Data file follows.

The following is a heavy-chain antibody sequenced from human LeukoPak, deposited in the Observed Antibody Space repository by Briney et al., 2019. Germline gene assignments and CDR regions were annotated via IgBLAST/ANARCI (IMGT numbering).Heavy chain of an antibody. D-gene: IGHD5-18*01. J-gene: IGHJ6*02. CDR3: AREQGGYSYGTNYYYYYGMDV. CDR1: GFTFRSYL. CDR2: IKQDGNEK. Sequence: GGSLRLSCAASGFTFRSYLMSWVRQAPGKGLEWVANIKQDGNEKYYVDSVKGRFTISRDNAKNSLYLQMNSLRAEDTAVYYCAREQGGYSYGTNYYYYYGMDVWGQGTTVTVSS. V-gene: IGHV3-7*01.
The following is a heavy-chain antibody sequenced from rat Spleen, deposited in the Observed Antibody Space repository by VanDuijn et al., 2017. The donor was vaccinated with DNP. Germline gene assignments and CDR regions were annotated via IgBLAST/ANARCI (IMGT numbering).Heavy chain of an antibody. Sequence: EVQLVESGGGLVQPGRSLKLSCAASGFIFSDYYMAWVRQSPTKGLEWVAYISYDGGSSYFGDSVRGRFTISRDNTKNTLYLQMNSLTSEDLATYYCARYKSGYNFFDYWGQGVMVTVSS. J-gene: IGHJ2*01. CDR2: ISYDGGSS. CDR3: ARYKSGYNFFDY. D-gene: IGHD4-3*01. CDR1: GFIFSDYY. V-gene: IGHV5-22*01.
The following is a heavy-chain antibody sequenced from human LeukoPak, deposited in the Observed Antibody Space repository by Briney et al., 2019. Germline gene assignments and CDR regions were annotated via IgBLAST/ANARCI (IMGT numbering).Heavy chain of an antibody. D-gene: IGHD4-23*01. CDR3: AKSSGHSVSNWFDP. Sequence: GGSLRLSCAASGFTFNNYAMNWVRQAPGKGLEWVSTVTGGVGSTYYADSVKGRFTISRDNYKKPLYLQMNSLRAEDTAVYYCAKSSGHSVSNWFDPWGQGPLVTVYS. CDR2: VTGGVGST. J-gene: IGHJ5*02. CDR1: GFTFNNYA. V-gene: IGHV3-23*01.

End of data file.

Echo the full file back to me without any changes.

The following is a heavy-chain antibody sequenced from human LeukoPak, deposited in the Observed Antibody Space repository by Briney et al., 2019. Germline gene assignments and CDR regions were annotated via IgBLAST/ANARCI (IMGT numbering).Heavy chain of an antibody. D-gene: IGHD5-18*01. J-gene: IGHJ6*02. CDR3: AREQGGYSYGTNYYYYYGMDV. CDR1: GFTFRSYL. CDR2: IKQDGNEK. Sequence: GGSLRLSCAASGFTFRSYLMSWVRQAPGKGLEWVANIKQDGNEKYYVDSVKGRFTISRDNAKNSLYLQMNSLRAEDTAVYYCAREQGGYSYGTNYYYYYGMDVWGQGTTVTVSS. V-gene: IGHV3-7*01.
The following is a heavy-chain antibody sequenced from rat Spleen, deposited in the Observed Antibody Space repository by VanDuijn et al., 2017. The donor was vaccinated with DNP. Germline gene assignments and CDR regions were annotated via IgBLAST/ANARCI (IMGT numbering).Heavy chain of an antibody. Sequence: EVQLVESGGGLVQPGRSLKLSCAASGFIFSDYYMAWVRQSPTKGLEWVAYISYDGGSSYFGDSVRGRFTISRDNTKNTLYLQMNSLTSEDLATYYCARYKSGYNFFDYWGQGVMVTVSS. J-gene: IGHJ2*01. CDR2: ISYDGGSS. CDR3: ARYKSGYNFFDY. D-gene: IGHD4-3*01. CDR1: GFIFSDYY. V-gene: IGHV5-22*01.
The following is a heavy-chain antibody sequenced from human LeukoPak, deposited in the Observed Antibody Space repository by Briney et al., 2019. Germline gene assignments and CDR regions were annotated via IgBLAST/ANARCI (IMGT numbering).Heavy chain of an antibody. D-gene: IGHD4-23*01. CDR3: AKSSGHSVSNWFDP. Sequence: GGSLRLSCAASGFTFNNYAMNWVRQAPGKGLEWVSTVTGGVGSTYYADSVKGRFTISRDNYKKPLYLQMNSLRAEDTAVYYCAKSSGHSVSNWFDPWGQGPLVTVYS. CDR2: VTGGVGST. J-gene: IGHJ5*02. CDR1: GFTFNNYA. V-gene: IGHV3-23*01.